The theory of planned behavior has been used with good success in practical applications as well as in basic research (Krueger and Carsrud, 1993). Attitudes have been shown to explain approximately 50 % of the variance in intentions, and that intentions explain approximately 30 % of the variance in behavior. These results compare favorably with trait measures, which typically explain approximately 10 % of the variance in behavior (Ajzen, 1987; Kim and Hunter, 1993). These studies suggest that the greater the degree to which the behavior can be controlled, the greater is the influence of intent on eventual behavior.

Studies on Entrepreneurial Intent

Entrepreneurial action falls clearly into the category of intentional behavior (Shapero, 1982; Bird, 1988). Yet, practical applications of the intent theory have been relatively few. Even Shapero’s model (Shapero, 1975, 1982; Shapero and Sokol, 1982) remained untested until Krueger’s (1993) study. Shapero proposed that the intent to start a business, what Shapero terms credibility, derives from perceptions of both desirability and feasibility, as well as from a propensity to act upon opportunities. Krueger concentrated on measuring the effect of prior entrepreneurial exposure, through perceptions of feasibility and desirability, on intention. Krueger split Shapero’s exogenous influence items of entrepreneurial experience into two groups: the positiveness and the breadth of entrepreneurial experience. Propensity to act was shown to have links to perceived desirability and feasibility, in addition to the expected direct link to entrepreneurial intention. The explanatory power of the model was 50 %.

Krueger called for richer models and for more refined measures. Such models were tested by Davidsson (1995) and Reitan (1996). Davidsson proposes an economic-psychological model of factors influencing individuals’ intentions to go into business for themselves. In the model, Davidsson tried to combine relevant parts of previously published models, as well as making a clear effort to adjust the model to be more specifically suited to the study of entrepreneurial intent. The major change compared to previous models was the central role of conviction as the primary determinant of intentions. In Davidsson’s model, personal background variables affect both general attitudes and domain attitudes. General attitudes refer to general psychological dispositions, while domain attitudes are specifically attitudes toward entrepreneurship.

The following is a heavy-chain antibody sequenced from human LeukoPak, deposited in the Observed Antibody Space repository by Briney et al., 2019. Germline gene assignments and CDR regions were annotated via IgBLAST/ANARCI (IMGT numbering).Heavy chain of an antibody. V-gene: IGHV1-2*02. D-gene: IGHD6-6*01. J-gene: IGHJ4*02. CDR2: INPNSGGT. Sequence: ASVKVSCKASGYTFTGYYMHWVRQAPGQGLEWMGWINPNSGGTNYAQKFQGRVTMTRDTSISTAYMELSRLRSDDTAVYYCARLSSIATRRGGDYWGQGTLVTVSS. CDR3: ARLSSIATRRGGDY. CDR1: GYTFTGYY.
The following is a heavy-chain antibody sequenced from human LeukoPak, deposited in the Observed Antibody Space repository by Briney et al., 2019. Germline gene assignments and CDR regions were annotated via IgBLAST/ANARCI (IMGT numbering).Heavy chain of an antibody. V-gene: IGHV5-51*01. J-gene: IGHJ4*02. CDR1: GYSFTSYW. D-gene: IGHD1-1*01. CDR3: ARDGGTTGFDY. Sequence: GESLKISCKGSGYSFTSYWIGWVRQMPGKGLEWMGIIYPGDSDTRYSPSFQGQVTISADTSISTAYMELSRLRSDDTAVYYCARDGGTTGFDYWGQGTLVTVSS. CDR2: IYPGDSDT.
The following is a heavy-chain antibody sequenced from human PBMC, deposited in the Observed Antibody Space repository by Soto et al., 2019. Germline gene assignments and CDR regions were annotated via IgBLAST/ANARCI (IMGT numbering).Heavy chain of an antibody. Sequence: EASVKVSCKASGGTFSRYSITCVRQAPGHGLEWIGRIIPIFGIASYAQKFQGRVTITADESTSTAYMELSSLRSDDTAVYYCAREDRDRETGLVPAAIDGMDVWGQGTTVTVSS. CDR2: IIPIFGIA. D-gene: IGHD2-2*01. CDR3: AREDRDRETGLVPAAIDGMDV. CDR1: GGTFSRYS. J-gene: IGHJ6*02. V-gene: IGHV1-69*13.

General attitudes and domain specific attitudes give rise to conviction that entrepreneurship is ‘a suitable alternative’. In this construct, Davidsson combines Ajzen’s self-efficacy, subjective norm, and attitude toward the behavior. The model was tested on a random sample of 1313 Swedes between the ages of 35 and 40. The results of the analysis largely support the relationships suggested in the model. The explanatory power for conviction is 35%, while the explanatory power for intentions is 50%. Conviction stands out as the primary explanation for, and determinant of, entrepreneurial intentions.

Reitan (1996) combined two Ajzen’s and Shapero’s models. The model was tested on a rather large sample of randomly selected Norwegians. Reitan used three different measures for intentions: short-term intentions were measured by a willingness to start a new firm within 2 years. Long-term intentions are defined as willingness at ‘some point of time’ to start a new firm. Reitan found evidence suggesting that situational variables more important for short-term intentions than for long-term intentions.

There are more studies on the determinants of entrepreneurial intent than on the link between intent and action. Katz (1988) followed up a sample of individuals, whose self-employment aspirations had been surveyed in 1968. Katz found that expressed intent for self-employment was followed up in 30 % of the cases during the subsequent four-year period (10 out of 33). On the macro level, Katz found intention to be a poor predictor, however: of the remaining 2218 people in the sample, 195 (8.7%) entered self-employment at some point. This suggests a high influence of situational factors, a point also emphasized by Reynolds (1995).